nichepoetryandprose

poetry and prose about place

harvesting colour – soaking the bark

with 11 comments


Birch bark is on my top ten list of natural phenomena.  Just the outer covering of a tree, but for me it has so many associations.

~

'Yellow Birch Bark' revision

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Walking in a stand of birch is an experience like no other.  The trees are ghosts, wavering and pale, unable to speak but capable of subtle quiet communication.  In the slightest breeze, they whisper in short syllables, dry murmurings I cannot quite understand.

~

Birch bark is magical.  Unravelled from its tree by a little tugging of the wind.  Like paper, in thin dry sheets.  Covered in unreadable script.  You know removing the bark could be dangerous for the tree but it lures you, encourages you to reach out and strip it away in unbroken, unblemished reels.

~

Such a useful tree: birch bark canoes, tinder for a campfire, sweet sap from yellow birch, the wintergreen scent of crushed yellow birch twigs.  And now, the promise of colour.

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Using bark as dyestuff requires time rather than heat.  Jenny Dean (Wild Colour, New York, 2010) suggests soaking the bark for days, even weeks to extract the first colour.  She says never to boil bark since heat may release tannins and dull any resulting colour.  From her book, I expect birch bark to yield colours ranging from purple to pinkish-red.

~

birch bark, donated by my brother-in-law

birch bark, donated by my brother-in-law

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I am so grateful to my brother-in-law for allowing me to use the birch bark he has collected as he works on next winter’s stove-wood supply.  I am sure he was saving it for a project of his own.

~

strips of birch bark layered in the dyepot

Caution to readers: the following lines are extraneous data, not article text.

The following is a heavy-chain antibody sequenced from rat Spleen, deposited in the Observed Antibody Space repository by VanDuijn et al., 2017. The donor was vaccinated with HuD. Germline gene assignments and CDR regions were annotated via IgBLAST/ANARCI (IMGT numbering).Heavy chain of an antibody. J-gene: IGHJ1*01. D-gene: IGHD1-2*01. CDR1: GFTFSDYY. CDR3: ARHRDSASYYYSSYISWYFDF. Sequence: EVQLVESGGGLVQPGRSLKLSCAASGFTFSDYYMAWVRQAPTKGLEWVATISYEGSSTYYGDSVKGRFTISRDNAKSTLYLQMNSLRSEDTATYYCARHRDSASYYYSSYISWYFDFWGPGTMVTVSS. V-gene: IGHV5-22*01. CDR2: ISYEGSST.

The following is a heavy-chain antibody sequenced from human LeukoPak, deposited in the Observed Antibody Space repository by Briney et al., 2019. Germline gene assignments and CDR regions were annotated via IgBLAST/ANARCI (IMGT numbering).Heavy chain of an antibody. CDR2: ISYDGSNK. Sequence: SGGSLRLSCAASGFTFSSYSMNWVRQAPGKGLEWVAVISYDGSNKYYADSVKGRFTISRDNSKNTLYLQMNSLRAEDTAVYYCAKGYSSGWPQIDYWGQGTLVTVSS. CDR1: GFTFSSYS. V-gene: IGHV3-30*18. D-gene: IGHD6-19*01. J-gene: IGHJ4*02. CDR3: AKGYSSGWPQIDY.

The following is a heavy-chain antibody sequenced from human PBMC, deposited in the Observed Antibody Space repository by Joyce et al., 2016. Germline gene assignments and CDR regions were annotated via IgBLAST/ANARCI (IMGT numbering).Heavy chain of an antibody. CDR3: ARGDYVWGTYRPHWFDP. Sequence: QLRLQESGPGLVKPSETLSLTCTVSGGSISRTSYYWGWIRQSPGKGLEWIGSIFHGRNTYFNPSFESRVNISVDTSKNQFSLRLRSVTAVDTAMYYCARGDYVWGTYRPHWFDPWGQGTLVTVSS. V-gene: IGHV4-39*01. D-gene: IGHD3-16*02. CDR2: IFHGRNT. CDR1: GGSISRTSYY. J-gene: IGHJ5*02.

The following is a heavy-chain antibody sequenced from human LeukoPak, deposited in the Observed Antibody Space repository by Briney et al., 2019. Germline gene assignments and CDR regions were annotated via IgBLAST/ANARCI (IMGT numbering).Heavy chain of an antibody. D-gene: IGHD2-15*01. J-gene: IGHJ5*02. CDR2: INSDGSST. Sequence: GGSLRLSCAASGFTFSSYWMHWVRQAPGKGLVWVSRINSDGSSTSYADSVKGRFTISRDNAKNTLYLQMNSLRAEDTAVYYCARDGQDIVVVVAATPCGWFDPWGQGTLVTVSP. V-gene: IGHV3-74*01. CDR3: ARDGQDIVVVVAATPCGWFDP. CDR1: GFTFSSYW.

strips of birch bark layered in the dyepot

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To start, I stripped the sheets of bark into narrow pieces and set it to soak in cool water in my big dye pot.

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strips of birch bark, set to soak in water

strips of birch bark, set to soak in water

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I intend to leave it for a month before I take the next step of simmering the bark and dying my wool.

~

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requesting the favour of a reply

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these leafless trees

brush against

a linen sky

ink strokes

on rice paper

letters penned

at midnight

~

hidden in the hollow

heart of an oak

afraid to reach in

to feel only

curls of birch bark

desiccated leaves

~

these trees

all seem the same

empty envelopes

parchment ghosts

~

branches tangled

messages

lost

~

black spruce scribbled on sky

~

~

Poem previously posted 19/08/2011

Copyright  2014  Jane Tims

Written by jane tims

April 25, 2014 at 7:18 am

11 Responses

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  1. Beautiful poem and drawing, Jane. The only time I’ve been in a stand of birch trees was sometime in the 1990’s when we vacationed “up north” in Wisconsin (not too far from the U.S.-Canada border). They are mysterious and beautiful trees, and I’ve often thought of planting one or two. I don’t know if they would grow here.

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    Robin

    April 26, 2014 at 7:10 pm

    • Hi. I had a look in my flora, and many species of birch grow as far south as Virginia, often at higher elevations. It is such a common tree here, I take it for granted! Jane

      Like

      jane tims

      April 28, 2014 at 8:31 am

  2. amazing drawing and poetry. Loved the way you have grasped the essence of that bark

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    kiwiskan

    April 25, 2014 at 5:11 pm

    • Hi! Thanks. I wonder if you have birch trees in New Zealand??? Jane

      Like

      jane tims

      April 28, 2014 at 8:27 am

      • we do – black birch and silver birch

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        kiwiskan

        April 28, 2014 at 5:13 pm

      • Neat. I learned about New Zealand in high school, but that was long ago. I must go on one of my virtual bike rides there one of these days. Jane

        Like

        jane tims

        April 28, 2014 at 10:30 pm

      • Yes do. You could meet me at my place…

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        kiwiskan

        April 29, 2014 at 1:45 am

      • 🙂

        Like

        jane tims

        May 1, 2014 at 7:11 am

  3. So THAT’s where all my birch bark disappeared to! 🙂 My guess about the final color? Tan.

    Like

    JD

    April 25, 2014 at 11:36 am

  4. […] Visit link: harvesting colour – soaking the bark […]

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